G7 company emissions fall short of global climate goal
COMPANIES in the Group of Seven (G7) economies are failing to meet Paris Climate Agreement objectives, non-profit disclosure platform CDP and global management consultancy Oliver Wyman said on Tuesday, based on current corporate pledges to cut emissions.
Under the global 2015 Paris deal, countries agreed to cut greenhouse gas emissions fast enough to limit global warming to 2 degrees Celsius (°C) and aim to keep the rise below 1.5°C, which scientists say would avert some of its worst effects.
Across the G7, which consists of Britain, Canada, France, Germany, Italy, Japan and the United States, corporate emissions targets are overall on a 2.7°C warming trajectory, CDP and Oliver Wyman analysis showed.
“It is not acceptable for any country, let alone the world’s most advanced economies, to have industries displaying so little collective ambition,” Laurent Babikian, Global Director of Capital Markets at CDP, said in a statement.
“Momentum is growing, but as we approach COP27, we must get our 1.5°C goal off life support,” he added.
Collective emissions of US and Canadian firms are seen matching the pace of decarbonization required to restrict global warming to 2.8°C and 3.1°C, respectively, with the study stating that it is “largely the result of companies completely lacking targets, rather than targets that lack ambition”.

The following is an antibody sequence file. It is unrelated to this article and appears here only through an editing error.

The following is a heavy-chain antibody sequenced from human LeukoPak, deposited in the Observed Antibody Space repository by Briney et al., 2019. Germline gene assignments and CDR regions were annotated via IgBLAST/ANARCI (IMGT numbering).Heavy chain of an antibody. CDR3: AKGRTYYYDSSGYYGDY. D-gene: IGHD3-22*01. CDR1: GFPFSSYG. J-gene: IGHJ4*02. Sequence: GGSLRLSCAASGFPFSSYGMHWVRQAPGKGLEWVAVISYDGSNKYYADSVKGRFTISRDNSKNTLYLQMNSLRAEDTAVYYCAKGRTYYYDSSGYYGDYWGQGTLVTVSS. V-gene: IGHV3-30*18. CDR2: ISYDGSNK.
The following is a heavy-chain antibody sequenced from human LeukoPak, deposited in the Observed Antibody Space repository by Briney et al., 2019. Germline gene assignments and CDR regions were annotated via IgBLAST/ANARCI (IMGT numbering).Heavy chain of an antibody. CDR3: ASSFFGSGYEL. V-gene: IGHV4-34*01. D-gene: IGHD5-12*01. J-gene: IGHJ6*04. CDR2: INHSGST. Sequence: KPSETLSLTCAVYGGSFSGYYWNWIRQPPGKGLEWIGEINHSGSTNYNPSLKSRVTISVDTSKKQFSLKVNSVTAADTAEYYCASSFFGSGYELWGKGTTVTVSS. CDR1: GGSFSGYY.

The study revealed that firms in Germany, Italy and the Netherlands had the most ambitious targets to lower emissions in the G7, as they align with 2.2°C on average, while France is at 2.3°C and the United Kingdom at 2.6°C.
“The analysis highlights big differences in ambition and willingness across companies to take a lead with their targets, and the urgent need to spread best practices further and faster,” Partner, Financial Services at Oliver Wyman James Davis said.
Nearly 200 countries will convene at COP27 climate summit in Egypt next November, after what has been for many a devastating summer of drought, heatwaves and other climate-linked extremes. — Reuters